Al Gore on the Policies That Fuel Antibiotic Resistance

; Al Gore


March 07, 2014

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Editor's Note:
In this segment of One-on-One, Medscape Editor-in-Chief Eric Topol, MD, talks with former Vice President Al Gore about the importance of precision medicine and why health policy has not properly addressed the growing problem of antibiotic resistance.

Eric J. Topol, MD: Hello. I'm Eric Topol, Editor-in-Chief of Medscape. I'm here with a One-on-One interview with former Vice President Al Gore, and we're going to be talking about precision medicine.

It's really terrific to have a chance to talk with you and to get into your phenomenal book, The Future: Six Drivers of Global Change, especially the part that discusses the reinvention of life and death.

Al Gore: Thank you for doing this interview. And thank you for helping me with the chapter in which I delved into life sciences and genomics.

Dr. Topol: I want to talk about something you discuss in your book, about how the United States may have the most difficulty in making the transition to precision medicine because of the imbalance of power and unhealthy corporate control. What are your thoughts on that?

Mr. Gore: In another chapter in this book, I write extensively about what has happened to the balance of power -- political power, decision-making power, economic power -- inside the United States. The US rose to be the most powerful and respected nation in the world for a lot of reasons, but maybe the main one is that we made better decisions over time than any other country because we had a free flow of ideas and a focus on values. We maintained the ability of people who felt strongly about the deepest human values to speak up and gather agreement from others who also shared that commitment, and then have an influence on the shaping of public policy. But over time, for a variety of reasons, chiefly the influence of money in our political system, corporate interests and other powerful organized special interests have come to dominate the decision-making processes in our country. I hope that doesn't sound like a politically radical statement. I think, unfortunately, that it's pretty widely agreed upon across the ideological spectrum now, and it's really a shame.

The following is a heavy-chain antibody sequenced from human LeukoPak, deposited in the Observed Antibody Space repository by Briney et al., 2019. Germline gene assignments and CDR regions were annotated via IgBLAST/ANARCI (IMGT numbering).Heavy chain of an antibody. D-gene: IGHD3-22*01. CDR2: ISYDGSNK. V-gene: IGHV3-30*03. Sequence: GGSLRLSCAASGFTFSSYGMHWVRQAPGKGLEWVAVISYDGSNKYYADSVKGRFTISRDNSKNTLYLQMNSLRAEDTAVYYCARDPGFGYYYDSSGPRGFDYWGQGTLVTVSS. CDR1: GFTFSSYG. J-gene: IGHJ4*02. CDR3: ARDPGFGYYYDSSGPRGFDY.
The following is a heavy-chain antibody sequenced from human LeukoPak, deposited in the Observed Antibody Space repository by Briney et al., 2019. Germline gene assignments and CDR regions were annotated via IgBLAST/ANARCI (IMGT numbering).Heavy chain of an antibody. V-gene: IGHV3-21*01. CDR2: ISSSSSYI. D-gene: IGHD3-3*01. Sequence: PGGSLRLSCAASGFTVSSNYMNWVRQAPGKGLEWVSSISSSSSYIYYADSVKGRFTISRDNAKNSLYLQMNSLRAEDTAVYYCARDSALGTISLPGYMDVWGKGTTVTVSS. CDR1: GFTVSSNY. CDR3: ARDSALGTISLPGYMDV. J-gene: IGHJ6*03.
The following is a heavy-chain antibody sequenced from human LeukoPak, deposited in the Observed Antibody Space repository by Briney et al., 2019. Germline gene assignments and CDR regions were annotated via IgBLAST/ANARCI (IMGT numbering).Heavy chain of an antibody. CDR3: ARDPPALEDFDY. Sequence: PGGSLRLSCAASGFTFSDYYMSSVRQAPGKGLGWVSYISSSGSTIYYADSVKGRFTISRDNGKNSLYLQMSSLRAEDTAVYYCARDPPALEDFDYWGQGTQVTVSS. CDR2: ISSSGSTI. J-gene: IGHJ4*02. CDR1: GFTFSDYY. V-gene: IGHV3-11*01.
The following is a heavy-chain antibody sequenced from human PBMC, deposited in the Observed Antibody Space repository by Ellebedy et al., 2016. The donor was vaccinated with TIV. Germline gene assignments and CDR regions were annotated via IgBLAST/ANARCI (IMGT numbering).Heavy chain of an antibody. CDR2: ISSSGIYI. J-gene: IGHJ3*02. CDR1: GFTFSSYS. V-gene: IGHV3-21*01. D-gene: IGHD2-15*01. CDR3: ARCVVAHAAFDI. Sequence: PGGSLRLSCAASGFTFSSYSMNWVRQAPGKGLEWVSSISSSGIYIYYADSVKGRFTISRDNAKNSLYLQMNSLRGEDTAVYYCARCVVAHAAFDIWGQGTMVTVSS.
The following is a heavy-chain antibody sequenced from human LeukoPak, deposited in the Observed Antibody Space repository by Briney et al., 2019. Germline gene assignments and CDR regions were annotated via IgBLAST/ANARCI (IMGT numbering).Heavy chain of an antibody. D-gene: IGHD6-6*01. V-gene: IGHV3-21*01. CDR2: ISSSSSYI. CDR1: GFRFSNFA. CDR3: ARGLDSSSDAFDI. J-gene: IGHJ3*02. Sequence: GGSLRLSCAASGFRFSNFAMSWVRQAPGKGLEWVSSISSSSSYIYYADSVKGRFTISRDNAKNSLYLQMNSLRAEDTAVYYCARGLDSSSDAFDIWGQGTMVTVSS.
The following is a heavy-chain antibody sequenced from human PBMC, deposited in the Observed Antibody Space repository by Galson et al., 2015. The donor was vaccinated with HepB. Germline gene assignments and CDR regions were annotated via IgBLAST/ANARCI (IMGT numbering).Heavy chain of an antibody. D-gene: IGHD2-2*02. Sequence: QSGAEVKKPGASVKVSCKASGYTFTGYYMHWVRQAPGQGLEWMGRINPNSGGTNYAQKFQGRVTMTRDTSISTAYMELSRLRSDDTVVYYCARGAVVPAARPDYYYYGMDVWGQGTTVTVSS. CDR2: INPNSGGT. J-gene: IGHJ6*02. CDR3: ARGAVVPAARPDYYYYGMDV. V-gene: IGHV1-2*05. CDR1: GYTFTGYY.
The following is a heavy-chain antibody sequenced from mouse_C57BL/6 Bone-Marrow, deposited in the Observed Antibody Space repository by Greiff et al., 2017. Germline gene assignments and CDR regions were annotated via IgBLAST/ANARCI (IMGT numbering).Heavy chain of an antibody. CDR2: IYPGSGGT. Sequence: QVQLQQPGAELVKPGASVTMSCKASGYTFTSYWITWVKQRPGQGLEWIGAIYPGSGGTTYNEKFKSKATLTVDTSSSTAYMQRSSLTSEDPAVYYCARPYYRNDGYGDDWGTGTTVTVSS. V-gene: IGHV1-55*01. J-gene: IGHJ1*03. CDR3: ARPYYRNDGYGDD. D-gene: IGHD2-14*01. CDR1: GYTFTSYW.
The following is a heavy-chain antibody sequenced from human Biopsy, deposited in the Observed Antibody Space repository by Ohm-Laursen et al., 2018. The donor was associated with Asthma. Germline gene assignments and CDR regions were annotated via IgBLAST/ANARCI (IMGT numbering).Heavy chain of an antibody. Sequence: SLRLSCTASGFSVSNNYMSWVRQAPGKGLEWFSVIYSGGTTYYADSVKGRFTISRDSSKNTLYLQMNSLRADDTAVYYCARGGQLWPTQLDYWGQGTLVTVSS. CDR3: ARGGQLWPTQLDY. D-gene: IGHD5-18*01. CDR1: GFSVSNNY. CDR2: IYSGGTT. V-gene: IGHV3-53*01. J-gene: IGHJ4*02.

Let me give you a quick example of what I mean. Antibiotics have been such a wonderful blessing for humankind, and our policy that guides the use of antibiotics should be dominated by the public interest. Let's not overuse them. Let's use them appropriately. Let's allocate sufficient R&D to continue discovering new antibiotics even if they don't necessarily shape up as a big profit center for the companies that develop them.

But what are we doing instead? Well, 80% of the antibiotics used in the United States today are fed to livestock in subtherapeutic doses, which inoculates the bacteria against antibiotics. And now there are proven examples of bacteria that are vulnerable to antibiotics in humans, that jump to livestock, and are then dosed constantly with the antibiotics and become immune to them. Then they jump back to humans. Now, there are other factors that have contributed to the looming threat of a post-antibiotic world, but that's one of the main ones. Public policy should address that. It's a no-brainer, but because of the dominance of wealthy special interests, it's just not even considered politically possible.

Dr. Topol: It's amazing. It really is. It's so sad. Giving antibiotics so broadly is the opposite of what should be done. We're so imprecise.

Getting back to precision medicine, the promise of genomics, sensors, and other related things could change medicine, but do you think it's going to wind up being done outside of the United States because of some of these obstacles we have?

Our democracy has been hacked

Mr. Gore: I hope not, but at this point we are likely to see the new models that unlock the potential for precision medicine or individualized medicine developed first in other countries.

The powerful presence of pharmaceutical companies, device manufacturers, hospitals, caregivers, and also insurance companies has such control over the development of policy and the making of political decisions, that any new models that are introduced here in the US to unlock this potential for precision medicine -- but impinge on the profit centers of these organized interests -- will encounter tremendous political resistance. Our democracy has been hacked, and public policy makers and elected officials now feel as if they have to spend the majority of their time catering to the wishes of these powerful interests because they provide the money that determines the outcome of elections and primaries. Of course, there are a lot of good people trapped in a bad system, so there are exceptions to that rule.

Dr. Topol: This has been fantastic. You have a truly unique perspective from the governmental side and as a real scholar transcending climate change. We really appreciate it.

Mr. Gore: Thanks for your kind words, and if you continue to be willing to teach me, I'll keep on trying to learn.


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